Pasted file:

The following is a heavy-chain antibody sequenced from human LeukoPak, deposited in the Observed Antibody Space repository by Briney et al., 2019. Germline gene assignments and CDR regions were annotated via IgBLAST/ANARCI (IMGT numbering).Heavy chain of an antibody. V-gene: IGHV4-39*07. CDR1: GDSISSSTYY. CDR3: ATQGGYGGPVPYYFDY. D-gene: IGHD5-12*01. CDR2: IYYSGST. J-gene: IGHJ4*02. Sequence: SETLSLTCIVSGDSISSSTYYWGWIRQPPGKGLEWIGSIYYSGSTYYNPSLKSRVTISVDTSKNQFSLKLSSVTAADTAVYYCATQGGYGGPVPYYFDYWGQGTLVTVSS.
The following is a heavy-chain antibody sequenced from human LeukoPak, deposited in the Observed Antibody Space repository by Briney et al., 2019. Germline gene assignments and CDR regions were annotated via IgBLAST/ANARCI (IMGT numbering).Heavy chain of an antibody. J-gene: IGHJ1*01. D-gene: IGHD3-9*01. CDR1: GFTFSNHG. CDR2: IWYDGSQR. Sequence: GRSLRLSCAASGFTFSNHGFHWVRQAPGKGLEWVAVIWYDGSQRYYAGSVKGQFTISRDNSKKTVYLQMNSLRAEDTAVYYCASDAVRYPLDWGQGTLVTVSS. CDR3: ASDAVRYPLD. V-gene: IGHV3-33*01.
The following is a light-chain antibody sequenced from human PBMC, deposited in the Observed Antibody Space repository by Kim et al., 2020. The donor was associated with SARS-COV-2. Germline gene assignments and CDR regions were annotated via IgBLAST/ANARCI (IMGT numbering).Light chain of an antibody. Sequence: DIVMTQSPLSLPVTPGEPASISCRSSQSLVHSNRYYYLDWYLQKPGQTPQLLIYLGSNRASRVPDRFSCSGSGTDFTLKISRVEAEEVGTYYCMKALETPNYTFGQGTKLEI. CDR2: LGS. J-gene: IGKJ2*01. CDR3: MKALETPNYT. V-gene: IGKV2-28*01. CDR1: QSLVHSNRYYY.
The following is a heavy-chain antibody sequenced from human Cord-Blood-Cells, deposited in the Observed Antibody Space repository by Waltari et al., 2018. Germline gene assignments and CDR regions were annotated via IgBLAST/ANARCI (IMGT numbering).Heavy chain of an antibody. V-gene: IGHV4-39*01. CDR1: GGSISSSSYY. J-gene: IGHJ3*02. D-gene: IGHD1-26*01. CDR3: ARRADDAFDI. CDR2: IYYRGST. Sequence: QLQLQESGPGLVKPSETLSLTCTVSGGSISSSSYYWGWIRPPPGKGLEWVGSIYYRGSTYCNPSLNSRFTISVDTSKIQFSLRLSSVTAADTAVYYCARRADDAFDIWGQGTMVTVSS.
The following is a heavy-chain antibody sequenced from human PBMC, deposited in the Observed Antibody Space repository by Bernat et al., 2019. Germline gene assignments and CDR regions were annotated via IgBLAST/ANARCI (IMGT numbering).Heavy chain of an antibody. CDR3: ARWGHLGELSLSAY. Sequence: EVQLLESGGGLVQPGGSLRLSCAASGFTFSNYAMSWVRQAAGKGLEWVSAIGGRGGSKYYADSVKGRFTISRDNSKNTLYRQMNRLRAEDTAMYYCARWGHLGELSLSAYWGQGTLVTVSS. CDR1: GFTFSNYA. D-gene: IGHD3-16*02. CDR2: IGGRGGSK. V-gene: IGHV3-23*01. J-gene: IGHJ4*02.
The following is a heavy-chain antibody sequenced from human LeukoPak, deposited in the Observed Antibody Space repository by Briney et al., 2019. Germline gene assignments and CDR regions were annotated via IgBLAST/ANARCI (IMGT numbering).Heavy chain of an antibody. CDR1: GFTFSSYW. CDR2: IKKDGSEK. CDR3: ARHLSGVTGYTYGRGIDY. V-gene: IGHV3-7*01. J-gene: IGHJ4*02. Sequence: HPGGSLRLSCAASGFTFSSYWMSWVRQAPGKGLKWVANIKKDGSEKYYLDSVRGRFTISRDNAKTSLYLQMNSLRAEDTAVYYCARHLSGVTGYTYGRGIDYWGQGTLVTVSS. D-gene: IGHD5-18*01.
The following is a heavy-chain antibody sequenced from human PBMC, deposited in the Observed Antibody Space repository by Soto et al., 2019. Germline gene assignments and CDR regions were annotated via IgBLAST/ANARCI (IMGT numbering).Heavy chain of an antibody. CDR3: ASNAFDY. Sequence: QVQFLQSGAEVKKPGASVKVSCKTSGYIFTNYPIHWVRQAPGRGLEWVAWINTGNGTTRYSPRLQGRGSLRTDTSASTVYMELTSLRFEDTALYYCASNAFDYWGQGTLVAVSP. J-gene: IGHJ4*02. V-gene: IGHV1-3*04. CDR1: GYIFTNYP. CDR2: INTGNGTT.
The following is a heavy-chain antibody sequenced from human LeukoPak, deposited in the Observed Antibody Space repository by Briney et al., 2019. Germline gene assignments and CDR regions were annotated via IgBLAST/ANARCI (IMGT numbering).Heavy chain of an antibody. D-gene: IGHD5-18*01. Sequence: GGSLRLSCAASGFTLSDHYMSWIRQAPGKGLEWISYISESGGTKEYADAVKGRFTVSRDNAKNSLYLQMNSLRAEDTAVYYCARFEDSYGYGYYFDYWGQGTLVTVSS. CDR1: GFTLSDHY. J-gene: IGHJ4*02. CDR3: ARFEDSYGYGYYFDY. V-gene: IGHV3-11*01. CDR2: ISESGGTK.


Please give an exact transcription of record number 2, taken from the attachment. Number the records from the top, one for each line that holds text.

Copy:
The following is a heavy-chain antibody sequenced from human LeukoPak, deposited in the Observed Antibody Space repository by Briney et al., 2019. Germline gene assignments and CDR regions were annotated via IgBLAST/ANARCI (IMGT numbering).Heavy chain of an antibody. J-gene: IGHJ1*01. D-gene: IGHD3-9*01. CDR1: GFTFSNHG. CDR2: IWYDGSQR. Sequence: GRSLRLSCAASGFTFSNHGFHWVRQAPGKGLEWVAVIWYDGSQRYYAGSVKGQFTISRDNSKKTVYLQMNSLRAEDTAVYYCASDAVRYPLDWGQGTLVTVSS. CDR3: ASDAVRYPLD. V-gene: IGHV3-33*01.